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Democrats Form ‘Out of Iraq’ Caucus in House

As the party continues to try to find its voice on Iraq, roughly 50 liberal-minded House Democrats have formed a caucus dedicated to calling for the withdrawal of U.S. troops from the region.

The Out of Iraq Congressional Caucus, created last week, will to try to increase pressure on the Bush administration and Congress to end the Iraq conflict and bring American forces home. The group of progressives, led by California Reps. Maxine Waters, Lynn Woolsey and Barbara Lee, has been urging a withdrawal for some time but formalized its effort last week as part of its push to become a more forceful voice on the issue within the broader party Caucus.

Waters said many House Democrats have become increasingly frustrated with the party’s failure to effectively challenge the Bush administration’s policies in Iraq. She said the caucus was needed to help organize a message offensive and ensure that the White House comes up with and presents a plan to conclude the war.

“We have been too quiet, we have not challenged our Caucus to adopt a position on the war and we have not spoken out ourselves because we have been waiting, and hoping that we could all do it as one,” Waters said.

While not calling for a certain date to bring troops home, Waters said the caucus will turn up the volume on demands for an exit strategy through rallies, press events and in the halls of Congress. She said ultimately the group, if not satisfied with answers from the president, will come up with a timeline for withdrawal on its own.

“The administration has a responsibility to say how and when,” she said. “We will not sit around and wait forever.”

Woolsey, who has been pushing for an immediate troop withdrawal for some months, said the goal is simple: “Success for us is two words: Troops. Home.”

Woolsey offered an amendment last month calling for the administration to develop a plan for the withdrawal of forces and to provide Congress with a report outlining the plan. Waters said that Woolsey’s amendment is the baseline for the group and that they will push for nothing short of that.

The Out of Iraq effort comes on the heels of bipartisan legislation by Reps. Walter Jones Jr. (R-N.C.) and Dennis Kucinich (D-Ohio) calling for a timeline for troop withdrawal. It also coincides with House Minority Leader Nancy Pelosi’s (D-Calif.) call for the Bush administration to provide Congress with a “strategy for success” in the region.

While it is expected to be a vocal group, sources throughout the Democratic Caucus said the larger party message will continue to follow Pelosi’s lead, including calls for more accountability from the White House and that a strategy be set and specific criteria be met as the war continues. The Democratic Congressional Campaign Committee said last week it drew the support via e-mail of more than 13,000 Democrats for Pelosi’s amendment to the Defense appropriations bill calling for a strategy.

Pelosi, House Minority Whip Steny Hoyer (D-Md.) and others this week will turn their message efforts to Rep. Henry Waxman (D-Calif.) to call for an independent commission to investigate U.S. handling of detainees at Guantanamo Bay, Cuba, and the Abu Ghraib prison.

One Democratic leadership aide said it is unlikely the leadership position will morph into a call for an immediate troop withdrawal. Pelosi, the staffer said, is working to unify a Caucus long divided on the Iraqi conflict.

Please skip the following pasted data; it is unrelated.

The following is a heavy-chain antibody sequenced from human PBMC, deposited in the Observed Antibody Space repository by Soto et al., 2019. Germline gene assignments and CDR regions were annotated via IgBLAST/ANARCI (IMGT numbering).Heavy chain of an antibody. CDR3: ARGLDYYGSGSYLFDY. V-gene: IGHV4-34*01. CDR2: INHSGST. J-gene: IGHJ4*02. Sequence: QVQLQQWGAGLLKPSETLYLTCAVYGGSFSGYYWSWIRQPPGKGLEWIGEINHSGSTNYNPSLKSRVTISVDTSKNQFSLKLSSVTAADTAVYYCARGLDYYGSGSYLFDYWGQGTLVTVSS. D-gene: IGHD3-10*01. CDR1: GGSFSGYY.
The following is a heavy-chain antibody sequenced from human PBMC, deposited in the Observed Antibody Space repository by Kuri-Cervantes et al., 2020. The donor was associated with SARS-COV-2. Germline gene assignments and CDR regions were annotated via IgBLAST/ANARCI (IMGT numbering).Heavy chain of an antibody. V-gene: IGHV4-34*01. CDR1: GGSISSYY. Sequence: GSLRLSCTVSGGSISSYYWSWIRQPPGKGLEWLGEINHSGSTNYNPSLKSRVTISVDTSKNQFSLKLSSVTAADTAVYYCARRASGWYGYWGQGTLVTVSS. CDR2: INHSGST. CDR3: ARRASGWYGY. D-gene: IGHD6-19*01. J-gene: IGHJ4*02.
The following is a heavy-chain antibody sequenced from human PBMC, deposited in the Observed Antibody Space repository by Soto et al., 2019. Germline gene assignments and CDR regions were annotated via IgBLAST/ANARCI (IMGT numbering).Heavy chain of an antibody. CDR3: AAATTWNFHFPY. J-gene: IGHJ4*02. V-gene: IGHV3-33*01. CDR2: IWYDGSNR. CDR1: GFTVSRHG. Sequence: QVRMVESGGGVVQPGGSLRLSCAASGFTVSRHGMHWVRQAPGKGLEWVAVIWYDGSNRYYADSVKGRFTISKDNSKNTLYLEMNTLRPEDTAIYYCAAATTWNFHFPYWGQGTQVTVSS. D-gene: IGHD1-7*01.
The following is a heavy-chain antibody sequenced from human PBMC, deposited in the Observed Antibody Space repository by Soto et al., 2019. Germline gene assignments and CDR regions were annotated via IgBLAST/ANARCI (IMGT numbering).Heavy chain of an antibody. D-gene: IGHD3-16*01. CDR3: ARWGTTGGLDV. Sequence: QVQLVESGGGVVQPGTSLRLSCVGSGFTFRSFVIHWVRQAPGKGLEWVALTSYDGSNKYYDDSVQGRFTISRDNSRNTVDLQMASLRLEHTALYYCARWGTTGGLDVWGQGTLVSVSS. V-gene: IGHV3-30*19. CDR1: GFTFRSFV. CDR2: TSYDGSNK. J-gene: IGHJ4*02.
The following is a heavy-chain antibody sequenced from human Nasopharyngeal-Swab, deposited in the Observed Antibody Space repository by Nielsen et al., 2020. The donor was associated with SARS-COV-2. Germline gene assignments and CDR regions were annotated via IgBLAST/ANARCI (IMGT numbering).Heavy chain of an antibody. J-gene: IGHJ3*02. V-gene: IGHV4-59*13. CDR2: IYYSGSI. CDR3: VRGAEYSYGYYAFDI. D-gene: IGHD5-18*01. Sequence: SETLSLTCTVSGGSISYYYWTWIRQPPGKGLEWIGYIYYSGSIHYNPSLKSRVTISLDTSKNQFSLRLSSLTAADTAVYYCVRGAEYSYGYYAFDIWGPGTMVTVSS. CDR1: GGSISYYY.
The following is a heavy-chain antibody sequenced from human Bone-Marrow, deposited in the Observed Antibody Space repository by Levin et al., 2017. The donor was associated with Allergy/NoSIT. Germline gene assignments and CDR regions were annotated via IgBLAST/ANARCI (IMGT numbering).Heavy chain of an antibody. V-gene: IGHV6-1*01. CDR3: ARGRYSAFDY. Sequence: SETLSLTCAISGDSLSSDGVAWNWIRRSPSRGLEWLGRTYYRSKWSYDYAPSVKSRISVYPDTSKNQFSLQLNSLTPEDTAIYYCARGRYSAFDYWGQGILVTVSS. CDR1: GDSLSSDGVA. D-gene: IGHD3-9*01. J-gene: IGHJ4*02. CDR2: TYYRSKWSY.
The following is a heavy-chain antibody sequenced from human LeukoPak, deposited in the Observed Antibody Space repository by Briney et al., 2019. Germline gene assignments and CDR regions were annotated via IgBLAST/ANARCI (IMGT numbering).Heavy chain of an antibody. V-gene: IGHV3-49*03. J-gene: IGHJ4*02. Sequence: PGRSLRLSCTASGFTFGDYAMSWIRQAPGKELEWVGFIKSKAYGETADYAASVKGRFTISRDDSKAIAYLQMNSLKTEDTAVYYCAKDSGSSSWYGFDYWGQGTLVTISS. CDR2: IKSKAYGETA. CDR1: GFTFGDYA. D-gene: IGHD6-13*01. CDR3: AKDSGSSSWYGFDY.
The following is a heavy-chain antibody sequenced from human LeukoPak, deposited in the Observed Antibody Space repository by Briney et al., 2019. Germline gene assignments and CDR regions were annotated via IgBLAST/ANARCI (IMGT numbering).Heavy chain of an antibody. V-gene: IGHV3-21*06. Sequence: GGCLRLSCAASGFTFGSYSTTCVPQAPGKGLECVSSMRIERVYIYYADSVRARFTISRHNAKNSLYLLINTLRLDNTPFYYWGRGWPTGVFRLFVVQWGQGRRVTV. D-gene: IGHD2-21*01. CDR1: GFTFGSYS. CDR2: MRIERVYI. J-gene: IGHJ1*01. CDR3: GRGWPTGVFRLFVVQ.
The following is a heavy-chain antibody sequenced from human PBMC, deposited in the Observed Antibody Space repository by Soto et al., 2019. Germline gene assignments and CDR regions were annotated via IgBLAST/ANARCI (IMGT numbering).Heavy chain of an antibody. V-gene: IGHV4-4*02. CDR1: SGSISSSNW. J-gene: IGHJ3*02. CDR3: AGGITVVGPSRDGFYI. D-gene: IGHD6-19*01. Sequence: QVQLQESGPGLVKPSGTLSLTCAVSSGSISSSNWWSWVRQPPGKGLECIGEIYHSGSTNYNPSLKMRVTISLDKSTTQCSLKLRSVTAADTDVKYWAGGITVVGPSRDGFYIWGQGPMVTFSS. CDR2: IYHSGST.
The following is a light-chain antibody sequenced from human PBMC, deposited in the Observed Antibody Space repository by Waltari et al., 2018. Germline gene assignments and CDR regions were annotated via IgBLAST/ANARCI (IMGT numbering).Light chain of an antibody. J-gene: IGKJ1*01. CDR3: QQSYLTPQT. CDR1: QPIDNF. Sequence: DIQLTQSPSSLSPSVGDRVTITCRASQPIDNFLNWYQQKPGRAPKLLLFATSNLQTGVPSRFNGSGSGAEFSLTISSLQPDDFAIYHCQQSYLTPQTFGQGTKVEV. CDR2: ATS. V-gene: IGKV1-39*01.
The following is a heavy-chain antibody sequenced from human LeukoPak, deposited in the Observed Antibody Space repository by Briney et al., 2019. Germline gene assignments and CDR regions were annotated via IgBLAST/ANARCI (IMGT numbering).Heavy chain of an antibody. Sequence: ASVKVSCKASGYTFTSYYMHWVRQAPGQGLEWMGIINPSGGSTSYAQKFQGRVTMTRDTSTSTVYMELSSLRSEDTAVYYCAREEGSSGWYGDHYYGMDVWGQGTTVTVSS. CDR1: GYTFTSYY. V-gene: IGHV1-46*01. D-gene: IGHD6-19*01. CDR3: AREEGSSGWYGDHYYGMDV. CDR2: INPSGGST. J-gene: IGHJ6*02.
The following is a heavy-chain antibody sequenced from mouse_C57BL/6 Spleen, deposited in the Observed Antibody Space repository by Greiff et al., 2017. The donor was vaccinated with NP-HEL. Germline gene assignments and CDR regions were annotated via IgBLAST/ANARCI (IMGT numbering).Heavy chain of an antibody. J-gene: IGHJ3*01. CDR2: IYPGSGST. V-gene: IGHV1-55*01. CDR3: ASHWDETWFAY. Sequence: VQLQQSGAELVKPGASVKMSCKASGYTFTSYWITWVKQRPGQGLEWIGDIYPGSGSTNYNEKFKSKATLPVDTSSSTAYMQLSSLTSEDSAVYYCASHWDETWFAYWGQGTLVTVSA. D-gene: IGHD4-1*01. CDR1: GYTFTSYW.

“She’s trying to bring people together,” the aide said. “She is very concerned about the way the war is going and she’s been a strong critic of the war, but she’s also concerned that if we did withdraw immediately, there would be consequences we would have in the region.”

Another top Democratic aide said House Democrats are in a tough position because they come from different perspectives on the war. Some supported the effort, while others did not.

“This is tough for the Caucus to come to closure on,” the staffer said. “There’s not necessarily going to be a Democratic position, there’s going to be rhetoric. A lot of this is about how we’re going to talk about it and finding the balance in the base of the party who want the red meat and want ‘when are we getting out’ and the pragmatic centrists who say, ‘let’s be careful in how far we respond to the base of the party.’”

Even with the obvious internal Democratic conflicts, members of the new Out of Iraq caucus say they can’t wait any longer to speak out and try to persuade the entire Caucus and the country to end the involvement. The first manifestation of the group’s effort came at last week’s leadership luncheon where one by one the liberal Members stood up before their fellow House Democrats to call for a plan for withdrawal.

Lee said “the American people want to hear from Democrats” on the issue, and they want to know “we are with them” in wanting a conclusion to the conflict. “The American people want to see this and will connect with us.”

Waters said the group wants to work with the Caucus and believes ultimately the majority of Democrats — many of whom have been hesitant because of the political stakes that came with the Sept. 11, 2001, terrorist attacks — will come on board. She said those Members now know that the Iraqi conflict hasn’t made the country safer nor has it stopped the threat of terrorism, adding: “They have realized this war is not it.”

Rep. John Lewis (D-Ga.) said many Members just feel “it’s time for us to end the madness.” He said Democrats haven’t wanted to “do anything to appear we aren’t supporting our troops” but one of the best ways to support them is to bring them home.

“The American people are sick and tired of this war,” he said. “Many of us can no longer hold the peace.”

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